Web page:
Friday, 1 November 2019
AMATEUR THEATRE REVIEW: The Wedding Singer - The Festival Theatre, Hyde. Greater Manchester.
PAP Productions Limited is the established vehicle of three creatives : Paul Lawton, Amy Lawton and Paul Wilson since 2014 whose cumulative talent is the company’s production and directorial team whose manifesto is to produce high quality, amateur theatre for the enjoyment of the public . Any monies made are reinvested to raise production values for next year’s more ambitious show.
Based on a movie starring Adam Sandler as the lead, the story is set in 1985 and a New Jersey wedding singer gets jilted at the alter by his own fiancée and wreaks revenge and deals with his angst by wreaking havoc at the weddings he consequently sings at . He meets a newly engaged waitress engaged to a Wall Street jerk. The Wedding Singer, Robbie played with charisma by Nick Ward realises he has feelings for the waitress, Julia ( Kate Shaw), and his new focus is on getting the girl before she marries Glen (Sam Maurice) a prat of the highest order.
PAP are blessed with a young, enthusiastic, versatile and talented cast and ensemble who filled the stage with energy and style in the big wedding party scenes, interacting well and adding to the action and scene-setting.
Robbie’s 3-piece band Sammy (Liam Bunka and John Dean) are terrific foils to Robbie’s pathos. Particularly, show-stealing Dean’s ‘ Boy George-esque’ cameo as keyboard player and artiste who stole the Jewish Bar Mitzvah scene with his flamboyant, hilariously camp, hammy turn.
The book itself is a little flimsy and doesn’t have enough substance to truly enthral with its plot but what it lacks in plot it makes up for with its entertainment value which the cast delivered in abundance, a show which oozed high quality vocal performances, great choreography and well executed moves by a cast who had been clearly directed.
The object of Robbie’s affection, the naive Julia (Kate Shaw) had a lovely presence and a playful charisma with a beautiful singing voice which worked in excellent counterpoint to Bethany Heywood’s conniving cousin and (slightly slutty) fellow waitress Holly. Heywood, never failing to deliver, gave a soaring end to act one with her ‘Saturday Night’ Rock-chick number. That girl is dynamite and a joy to watch.
Robbie’s grandma, a feisty octogenarian was the comedy highlight of the first act with her vibrating bed and pointed questioning of her grandson on the night before his jilted ) nuptials. The grandma Rosie played with great fun and physical energy by Kat Bond made good business of a cameo which had the audience in stitches in her leotard/ aerobics combo and her ditty to the jilting bride, Linda.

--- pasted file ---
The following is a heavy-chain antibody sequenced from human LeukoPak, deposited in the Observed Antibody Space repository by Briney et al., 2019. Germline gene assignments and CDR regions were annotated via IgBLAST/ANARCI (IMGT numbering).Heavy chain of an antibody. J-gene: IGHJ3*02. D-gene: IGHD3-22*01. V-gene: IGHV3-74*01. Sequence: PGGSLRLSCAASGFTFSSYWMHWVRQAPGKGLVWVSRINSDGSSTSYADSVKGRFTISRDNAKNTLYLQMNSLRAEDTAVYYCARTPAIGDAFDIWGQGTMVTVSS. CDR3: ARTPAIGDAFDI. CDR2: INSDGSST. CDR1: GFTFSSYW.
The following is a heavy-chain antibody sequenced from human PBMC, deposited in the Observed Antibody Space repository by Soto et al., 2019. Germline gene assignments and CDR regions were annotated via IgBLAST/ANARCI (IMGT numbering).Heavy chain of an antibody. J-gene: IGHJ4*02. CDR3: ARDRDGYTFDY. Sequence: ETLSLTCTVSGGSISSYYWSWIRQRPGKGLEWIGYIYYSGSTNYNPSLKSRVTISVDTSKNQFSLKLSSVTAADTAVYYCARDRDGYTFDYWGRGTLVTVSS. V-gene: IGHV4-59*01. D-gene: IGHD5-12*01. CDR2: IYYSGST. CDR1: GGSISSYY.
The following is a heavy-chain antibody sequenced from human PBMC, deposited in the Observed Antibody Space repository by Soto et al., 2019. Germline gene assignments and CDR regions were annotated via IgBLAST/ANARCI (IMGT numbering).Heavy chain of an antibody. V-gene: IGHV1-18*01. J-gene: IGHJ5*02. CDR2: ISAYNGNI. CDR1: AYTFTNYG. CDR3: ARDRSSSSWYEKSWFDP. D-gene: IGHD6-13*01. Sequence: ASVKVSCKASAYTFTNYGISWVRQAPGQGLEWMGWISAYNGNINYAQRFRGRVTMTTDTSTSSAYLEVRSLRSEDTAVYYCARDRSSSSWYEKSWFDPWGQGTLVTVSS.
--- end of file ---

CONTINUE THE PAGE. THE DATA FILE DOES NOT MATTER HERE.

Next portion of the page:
Some sensitive direction from director Paul Wilson and he really exposed Nick Ward and Kate Shaw’s tenderness in the later scenes as Robbie tries to sabotage her ill-fated Vegas wedding to the awful Glen! The Vegas wedding scene was hilariously funny with the fake superstars in attendance. Such great attention to costuming. Taking us all back to the '80s with the big hair, shell-suits, neon and plastic beads and seriously dodgy fashion sense. Every performer had a very well thought out costuming plot which they’d accessorised to the max. Holly’s outfits particularly were out of this world.
The femme fatale, Linda (Annabelle Taylor) who jilts Robbie; returns in act two to make a failed attempt to win him back by seducing him whilst drunk. Her exotic dancing and lithe moves were amazing. She lacked a little vocally but more than made up with it with a stunningly unselfconscious performance of sluttiness which most performers would shudder away from. Really well done!
Finally, the villain, two-timing Wall Street wannabe tycoon, Glen. The one we loved to hate who as deserved got his comeuppance. Sam Maurice oozed like slime with his cocky, self-assured, self-importance like a tub of grease. A real performance of note with some excellent vocals to match. He looked and acted the part perfectly.
A really enjoyable, light-hearted love story with a real, feel-good vibe which the audience throroughly enjoyed. Visually flawless and vocally excellent but a slightly thin storyline which slowed the action at times. PAP Productions yet again produced a quality piece of amateur theatre with the most abundantly energetic cast in the North West.
Reviewer - Kathryn Gorton
on - 31/10/19